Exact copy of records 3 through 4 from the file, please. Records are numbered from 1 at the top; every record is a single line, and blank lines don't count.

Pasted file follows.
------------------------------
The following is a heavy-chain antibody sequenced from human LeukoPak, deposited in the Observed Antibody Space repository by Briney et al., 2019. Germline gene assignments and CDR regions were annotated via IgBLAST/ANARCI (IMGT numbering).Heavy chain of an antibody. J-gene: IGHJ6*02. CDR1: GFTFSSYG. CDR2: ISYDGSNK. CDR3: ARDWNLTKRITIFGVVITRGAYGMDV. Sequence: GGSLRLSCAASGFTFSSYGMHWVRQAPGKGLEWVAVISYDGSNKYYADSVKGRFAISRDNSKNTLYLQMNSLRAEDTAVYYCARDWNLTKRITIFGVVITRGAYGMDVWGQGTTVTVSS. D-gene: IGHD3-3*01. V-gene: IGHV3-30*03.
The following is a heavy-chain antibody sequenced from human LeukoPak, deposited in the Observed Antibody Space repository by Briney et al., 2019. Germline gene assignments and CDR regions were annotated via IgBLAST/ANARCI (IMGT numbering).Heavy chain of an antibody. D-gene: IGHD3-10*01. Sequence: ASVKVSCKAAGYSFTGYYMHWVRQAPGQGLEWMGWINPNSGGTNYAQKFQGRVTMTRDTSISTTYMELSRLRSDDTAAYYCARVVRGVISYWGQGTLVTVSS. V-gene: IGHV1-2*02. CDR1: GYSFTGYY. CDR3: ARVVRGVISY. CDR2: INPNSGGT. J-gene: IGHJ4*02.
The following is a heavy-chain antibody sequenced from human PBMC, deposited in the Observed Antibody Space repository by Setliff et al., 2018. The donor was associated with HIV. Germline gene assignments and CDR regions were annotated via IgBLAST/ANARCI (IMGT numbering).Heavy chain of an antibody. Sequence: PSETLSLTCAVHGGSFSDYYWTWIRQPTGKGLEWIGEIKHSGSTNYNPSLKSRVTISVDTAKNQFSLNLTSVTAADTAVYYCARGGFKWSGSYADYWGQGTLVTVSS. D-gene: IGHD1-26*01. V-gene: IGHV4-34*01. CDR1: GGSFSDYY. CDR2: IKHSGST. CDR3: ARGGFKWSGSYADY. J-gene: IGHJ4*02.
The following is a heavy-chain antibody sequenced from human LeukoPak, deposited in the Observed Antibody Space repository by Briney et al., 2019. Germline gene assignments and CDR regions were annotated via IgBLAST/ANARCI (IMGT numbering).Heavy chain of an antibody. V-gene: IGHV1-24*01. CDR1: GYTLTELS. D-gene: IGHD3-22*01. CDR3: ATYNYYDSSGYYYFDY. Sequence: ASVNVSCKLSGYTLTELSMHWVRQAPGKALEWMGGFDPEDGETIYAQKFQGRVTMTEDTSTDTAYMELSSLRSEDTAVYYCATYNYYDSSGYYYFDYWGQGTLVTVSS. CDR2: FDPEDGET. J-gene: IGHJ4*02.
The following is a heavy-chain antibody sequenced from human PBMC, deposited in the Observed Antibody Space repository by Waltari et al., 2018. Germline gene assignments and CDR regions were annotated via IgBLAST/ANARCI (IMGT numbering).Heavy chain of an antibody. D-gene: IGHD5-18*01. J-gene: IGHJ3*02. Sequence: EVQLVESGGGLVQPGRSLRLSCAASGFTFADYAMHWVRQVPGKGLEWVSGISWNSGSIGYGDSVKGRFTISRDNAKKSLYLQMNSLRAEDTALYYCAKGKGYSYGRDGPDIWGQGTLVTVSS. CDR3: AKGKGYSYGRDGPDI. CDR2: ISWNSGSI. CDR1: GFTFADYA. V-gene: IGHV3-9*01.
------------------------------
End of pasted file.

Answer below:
The following is a heavy-chain antibody sequenced from human PBMC, deposited in the Observed Antibody Space repository by Setliff et al., 2018. The donor was associated with HIV. Germline gene assignments and CDR regions were annotated via IgBLAST/ANARCI (IMGT numbering).Heavy chain of an antibody. Sequence: PSETLSLTCAVHGGSFSDYYWTWIRQPTGKGLEWIGEIKHSGSTNYNPSLKSRVTISVDTAKNQFSLNLTSVTAADTAVYYCARGGFKWSGSYADYWGQGTLVTVSS. D-gene: IGHD1-26*01. V-gene: IGHV4-34*01. CDR1: GGSFSDYY. CDR2: IKHSGST. CDR3: ARGGFKWSGSYADY. J-gene: IGHJ4*02.
The following is a heavy-chain antibody sequenced from human LeukoPak, deposited in the Observed Antibody Space repository by Briney et al., 2019. Germline gene assignments and CDR regions were annotated via IgBLAST/ANARCI (IMGT numbering).Heavy chain of an antibody. V-gene: IGHV1-24*01. CDR1: GYTLTELS. D-gene: IGHD3-22*01. CDR3: ATYNYYDSSGYYYFDY. Sequence: ASVNVSCKLSGYTLTELSMHWVRQAPGKALEWMGGFDPEDGETIYAQKFQGRVTMTEDTSTDTAYMELSSLRSEDTAVYYCATYNYYDSSGYYYFDYWGQGTLVTVSS. CDR2: FDPEDGET. J-gene: IGHJ4*02.